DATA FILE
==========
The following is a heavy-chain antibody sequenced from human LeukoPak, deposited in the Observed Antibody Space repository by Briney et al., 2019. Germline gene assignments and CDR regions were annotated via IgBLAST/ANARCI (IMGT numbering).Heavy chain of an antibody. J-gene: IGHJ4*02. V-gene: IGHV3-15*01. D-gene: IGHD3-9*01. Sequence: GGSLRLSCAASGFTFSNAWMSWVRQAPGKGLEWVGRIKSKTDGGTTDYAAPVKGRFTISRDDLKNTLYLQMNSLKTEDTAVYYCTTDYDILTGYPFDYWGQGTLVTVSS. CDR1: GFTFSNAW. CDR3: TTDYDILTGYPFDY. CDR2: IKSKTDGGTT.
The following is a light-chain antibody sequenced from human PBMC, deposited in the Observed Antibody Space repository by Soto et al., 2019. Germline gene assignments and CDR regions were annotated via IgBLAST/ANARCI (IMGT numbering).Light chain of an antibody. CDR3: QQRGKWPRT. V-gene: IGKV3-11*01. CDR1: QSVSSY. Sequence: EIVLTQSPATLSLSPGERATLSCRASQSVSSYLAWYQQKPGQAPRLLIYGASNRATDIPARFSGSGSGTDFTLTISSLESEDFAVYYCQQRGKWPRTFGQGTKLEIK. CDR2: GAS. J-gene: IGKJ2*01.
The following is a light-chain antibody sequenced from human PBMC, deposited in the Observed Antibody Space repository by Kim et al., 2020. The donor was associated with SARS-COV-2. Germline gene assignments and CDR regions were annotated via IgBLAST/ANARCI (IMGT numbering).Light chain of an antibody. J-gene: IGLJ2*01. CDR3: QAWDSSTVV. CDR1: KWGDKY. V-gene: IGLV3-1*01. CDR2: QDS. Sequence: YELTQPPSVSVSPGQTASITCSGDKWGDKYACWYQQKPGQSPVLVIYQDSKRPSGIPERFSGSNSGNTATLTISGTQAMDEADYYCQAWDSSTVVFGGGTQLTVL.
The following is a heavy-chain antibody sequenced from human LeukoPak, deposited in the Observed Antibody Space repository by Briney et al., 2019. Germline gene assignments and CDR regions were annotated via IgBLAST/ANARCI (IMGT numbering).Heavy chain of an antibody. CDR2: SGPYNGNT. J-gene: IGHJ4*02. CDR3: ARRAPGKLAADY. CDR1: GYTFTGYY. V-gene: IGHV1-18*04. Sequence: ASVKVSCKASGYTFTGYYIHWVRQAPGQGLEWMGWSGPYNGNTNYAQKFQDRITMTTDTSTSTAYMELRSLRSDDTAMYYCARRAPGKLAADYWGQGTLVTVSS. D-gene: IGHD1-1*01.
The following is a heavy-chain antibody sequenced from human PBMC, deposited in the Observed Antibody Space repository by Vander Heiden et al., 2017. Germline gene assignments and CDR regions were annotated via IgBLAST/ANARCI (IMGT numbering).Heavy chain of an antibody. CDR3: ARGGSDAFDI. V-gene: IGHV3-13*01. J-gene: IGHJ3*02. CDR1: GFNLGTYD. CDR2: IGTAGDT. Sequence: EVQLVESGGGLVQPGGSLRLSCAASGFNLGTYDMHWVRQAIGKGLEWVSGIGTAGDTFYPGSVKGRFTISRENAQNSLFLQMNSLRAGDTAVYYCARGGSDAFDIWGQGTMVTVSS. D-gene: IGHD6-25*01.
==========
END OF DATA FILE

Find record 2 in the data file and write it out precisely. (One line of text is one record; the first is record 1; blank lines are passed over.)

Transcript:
The following is a light-chain antibody sequenced from human PBMC, deposited in the Observed Antibody Space repository by Soto et al., 2019. Germline gene assignments and CDR regions were annotated via IgBLAST/ANARCI (IMGT numbering).Light chain of an antibody. CDR3: QQRGKWPRT. V-gene: IGKV3-11*01. CDR1: QSVSSY. Sequence: EIVLTQSPATLSLSPGERATLSCRASQSVSSYLAWYQQKPGQAPRLLIYGASNRATDIPARFSGSGSGTDFTLTISSLESEDFAVYYCQQRGKWPRTFGQGTKLEIK. CDR2: GAS. J-gene: IGKJ2*01.